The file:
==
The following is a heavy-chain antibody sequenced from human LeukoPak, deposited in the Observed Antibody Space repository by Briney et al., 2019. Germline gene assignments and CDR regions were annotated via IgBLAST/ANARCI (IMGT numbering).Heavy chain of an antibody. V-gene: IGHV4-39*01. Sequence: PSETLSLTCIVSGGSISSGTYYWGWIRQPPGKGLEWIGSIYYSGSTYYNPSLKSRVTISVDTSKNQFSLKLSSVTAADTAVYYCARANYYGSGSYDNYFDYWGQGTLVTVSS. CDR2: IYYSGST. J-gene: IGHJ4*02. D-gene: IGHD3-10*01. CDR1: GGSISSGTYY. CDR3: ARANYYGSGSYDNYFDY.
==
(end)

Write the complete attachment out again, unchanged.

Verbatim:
The following is a heavy-chain antibody sequenced from human LeukoPak, deposited in the Observed Antibody Space repository by Briney et al., 2019. Germline gene assignments and CDR regions were annotated via IgBLAST/ANARCI (IMGT numbering).Heavy chain of an antibody. V-gene: IGHV4-39*01. Sequence: PSETLSLTCIVSGGSISSGTYYWGWIRQPPGKGLEWIGSIYYSGSTYYNPSLKSRVTISVDTSKNQFSLKLSSVTAADTAVYYCARANYYGSGSYDNYFDYWGQGTLVTVSS. CDR2: IYYSGST. J-gene: IGHJ4*02. D-gene: IGHD3-10*01. CDR1: GGSISSGTYY. CDR3: ARANYYGSGSYDNYFDY.